October 7, 2008

[Connecting Bits] The Designer’s Film Sense

Still from Andrew Sloat’s A More Perfect Union

As purveyors of the stories in people, places and things, it’s great to discover designers exploring filmmaking and experimenting with its narrative possibility:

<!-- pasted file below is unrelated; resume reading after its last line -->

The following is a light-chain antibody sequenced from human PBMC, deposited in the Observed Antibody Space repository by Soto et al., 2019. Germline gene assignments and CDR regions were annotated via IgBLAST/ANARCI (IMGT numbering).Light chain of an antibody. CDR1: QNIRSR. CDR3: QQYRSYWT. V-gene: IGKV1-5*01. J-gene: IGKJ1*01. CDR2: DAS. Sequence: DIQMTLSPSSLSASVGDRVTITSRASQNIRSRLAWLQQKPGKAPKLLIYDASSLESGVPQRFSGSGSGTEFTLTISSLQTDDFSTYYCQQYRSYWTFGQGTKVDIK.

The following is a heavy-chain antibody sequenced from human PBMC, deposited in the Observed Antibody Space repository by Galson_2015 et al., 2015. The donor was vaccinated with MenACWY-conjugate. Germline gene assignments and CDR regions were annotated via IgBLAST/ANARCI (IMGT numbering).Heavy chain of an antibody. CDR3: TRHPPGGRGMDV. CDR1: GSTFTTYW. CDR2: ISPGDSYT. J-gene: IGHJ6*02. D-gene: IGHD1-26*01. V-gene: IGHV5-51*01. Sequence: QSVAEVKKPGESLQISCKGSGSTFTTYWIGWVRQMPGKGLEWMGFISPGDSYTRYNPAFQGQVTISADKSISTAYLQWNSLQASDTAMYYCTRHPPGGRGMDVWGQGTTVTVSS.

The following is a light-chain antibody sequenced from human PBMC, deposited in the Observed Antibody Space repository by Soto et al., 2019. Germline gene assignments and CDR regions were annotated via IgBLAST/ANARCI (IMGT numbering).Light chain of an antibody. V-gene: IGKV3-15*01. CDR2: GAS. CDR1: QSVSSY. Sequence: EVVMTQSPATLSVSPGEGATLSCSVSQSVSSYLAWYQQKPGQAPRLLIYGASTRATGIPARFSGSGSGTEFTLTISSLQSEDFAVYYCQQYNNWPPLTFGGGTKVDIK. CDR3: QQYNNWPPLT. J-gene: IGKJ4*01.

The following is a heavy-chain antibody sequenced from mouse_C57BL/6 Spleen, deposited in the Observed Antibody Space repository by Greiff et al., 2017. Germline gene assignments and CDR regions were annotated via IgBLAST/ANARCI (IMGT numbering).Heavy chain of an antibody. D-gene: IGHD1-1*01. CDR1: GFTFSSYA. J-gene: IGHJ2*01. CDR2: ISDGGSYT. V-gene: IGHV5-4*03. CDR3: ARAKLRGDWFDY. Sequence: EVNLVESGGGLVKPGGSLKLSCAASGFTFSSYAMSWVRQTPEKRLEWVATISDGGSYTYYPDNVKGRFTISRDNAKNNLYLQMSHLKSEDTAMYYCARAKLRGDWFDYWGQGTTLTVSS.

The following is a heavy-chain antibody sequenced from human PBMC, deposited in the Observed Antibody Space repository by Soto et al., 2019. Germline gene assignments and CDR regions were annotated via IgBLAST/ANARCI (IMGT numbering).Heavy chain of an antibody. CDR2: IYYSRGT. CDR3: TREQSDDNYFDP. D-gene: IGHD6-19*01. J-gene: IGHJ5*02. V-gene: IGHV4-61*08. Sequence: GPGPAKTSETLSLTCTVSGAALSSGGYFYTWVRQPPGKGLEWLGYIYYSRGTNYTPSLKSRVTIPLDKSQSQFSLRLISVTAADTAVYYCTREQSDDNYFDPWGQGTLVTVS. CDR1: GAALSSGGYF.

A precursor to the designer-filmmaker role in the time of digital cameras, software and the web is the film work by the Eameses. In a piece in The New Yorker magazine (1999), architecture critic Paul Goldberger wrote, “The visionary Eameses all but invented the notion of using multiple projectors and multiple screens. When they were invited to produce a film explaining life in the United States for an exhibition sponsored by the United States Information Agency in Moscow in 1959—the exhibition at which Nixon had the famous kitchen debate with Nikita Khruschev—they came up with a seven-screen display that bombarded Muscovites with more than two thousand images of freeway cloverleafs, buses, kite fliers, skiers, musicians, churches, skyscrapers, and Marilyn Monroe. Closeups, wide shots, and distant views flashed from screen to screen for twelve intense minutes. ‘We wanted enough images going at the same time that it would completely discourage being absorbed in a single one,’ Eames said later. ‘If you got more than you could really take in, the effect of information was one that was greater than you had actually experienced.’” Paul also related that “The Eameses shared a love of the ordinary, and an ability to make it noble, even sacred.”